matter, a somewhat different thing. What the author has to say, however, he says well, and the whole chapter constitutes an interesting exposition of modern views in regard to the material universe. It is a mistake to say, as he does on page 48, that "it was Bode's law which led Leverrier and Adams to assign a position to an unknown planet from the anomalous movements of Uranus." Bode's law simply assigns approximately the distance from the sun and from one another of the planets of our system, but says nothing as to the position in its orbit which a given planet shall occupy at a given time; and in searching for the undiscovered planet its position in its orbit and not its distance from the sun was the point to be determined. The chapter is concluded with a verse from Omar Khayam:
"Shall any gazer see with mortal eyes,
Or any searcher know by mortal mind?
Veil after veil will lift but there must be
Veil after veil behind."
So far, therefore, as the genesis of matter is concerned, the Persian poet of nearly a thousand years ago expresses the thought of the "genetic" philosopher of to-day.
In Chapter II, on The Genesis of Life, the author frankly and fully accepts the doctrine of evolution. "At present," he says, page 63, "there is probably no biologist of importance who does not accept organic evolution as a real process of Nature, although there are various degrees of conviction as to the sufficiency of the explanation of the causes which have been operative in the natural history of descent." As between the conflicting views of Weisman and Spencer, Mr. Hill rather inclines to the side of Spencer, but we do not judge that he speaks as a biologist, or that he has mastered all the arguments on either side of the question; at the same time the discussion, considering the limits within which it is confined, is ably done and will be useful to the general reader. Under the head of The Genesis of Consciousness, again, we have an interesting review of modern speculation respecting the conditions of consciousness, but no really distinctive view as to its origin. The author states his conclusion to be that "while psychic elements are manifested to us directly only through consciousness, they exist as its preconditions; and, therefore, are not to be denied existence beyond the sphere of consciousness." Goethe had said as much in his celebrated aphorism that Nature "sleeps in the stone, dreams in the animal, and wakes in man." Schopenhauer too, makes Will, which is decidedly a psychic element, pervade the whole universe. "Unless every analogy of Nature is violated," observes the author, "what we call the 'soul' had its being long before it came to consciousness"; and holding this view it is not to be wondered at that he looks with decided favor on the doctrine of metempsychosis.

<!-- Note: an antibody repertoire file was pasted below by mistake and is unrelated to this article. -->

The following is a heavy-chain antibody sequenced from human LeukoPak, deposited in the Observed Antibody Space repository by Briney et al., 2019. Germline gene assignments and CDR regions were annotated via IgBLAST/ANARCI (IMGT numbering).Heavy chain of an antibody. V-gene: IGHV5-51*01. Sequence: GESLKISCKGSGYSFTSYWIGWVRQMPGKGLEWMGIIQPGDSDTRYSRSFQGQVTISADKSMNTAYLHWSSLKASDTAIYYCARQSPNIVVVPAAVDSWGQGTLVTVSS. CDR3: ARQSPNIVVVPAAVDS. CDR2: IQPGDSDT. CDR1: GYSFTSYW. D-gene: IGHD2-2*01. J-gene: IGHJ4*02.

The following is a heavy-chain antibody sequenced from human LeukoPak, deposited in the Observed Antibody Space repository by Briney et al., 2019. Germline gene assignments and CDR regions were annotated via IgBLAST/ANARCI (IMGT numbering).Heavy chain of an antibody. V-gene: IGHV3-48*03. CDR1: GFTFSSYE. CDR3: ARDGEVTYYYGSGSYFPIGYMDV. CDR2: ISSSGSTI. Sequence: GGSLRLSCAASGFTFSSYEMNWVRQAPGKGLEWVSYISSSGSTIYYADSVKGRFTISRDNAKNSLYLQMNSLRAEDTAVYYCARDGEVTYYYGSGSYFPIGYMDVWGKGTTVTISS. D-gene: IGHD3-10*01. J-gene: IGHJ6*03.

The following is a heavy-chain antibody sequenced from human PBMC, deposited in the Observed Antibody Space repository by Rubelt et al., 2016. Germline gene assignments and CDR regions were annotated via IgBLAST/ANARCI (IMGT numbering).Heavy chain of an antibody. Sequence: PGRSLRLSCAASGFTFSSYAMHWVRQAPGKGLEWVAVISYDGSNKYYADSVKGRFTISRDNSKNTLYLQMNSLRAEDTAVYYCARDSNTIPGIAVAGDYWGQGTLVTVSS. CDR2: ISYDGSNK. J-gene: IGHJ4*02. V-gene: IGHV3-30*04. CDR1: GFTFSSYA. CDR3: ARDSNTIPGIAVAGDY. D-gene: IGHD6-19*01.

The remaining chapters of the book deal with the Genesis of Feeling, of Thought, of Will, of Art, of Morality, of Religion, and of Science. All are characterized by liberality of thought and are interesting in a high degree. There is excellent matter in all these chapters, particularly in those on Will, Morality, and Religion. The author denies that pleasure is Nature's end, asserting that it is merely Nature's means toward higher ends, a view which we think has much to commend it. On the subject of the connection or relation between (physical) energy and will he takes up much the same position as Schopenhauer. "By what right," he asks, "is the objective series elevated to the dignity of a causative order and the subjective series regarded as inconsequential?" As regards the development of morality, he seems to accept Herbert Spencer's analysis as far as it goes, but finds it too abstract, too merely schematic, if we may use the expression. His own. statement of the matter is that "the evolution of morality is the gradual formation of a moral consciousness through the perception of what is due in the relations of social life." Sin he defines as "the persistence upon the human plane of tendencies which belong to the animal plane, and which should therefore have been subjected to the law of reason. From the moral point of view," he adds, "to be carnally-minded is death." In the chapter on the Genesis of Religion the author holds that, while Mr. Spencer's theory which assigns the origin of all religion to ancestor worship will explain much in the way of religious ceremonial the world over, it will not explain everything, and particularly will not explain the origin of the religious sentiment.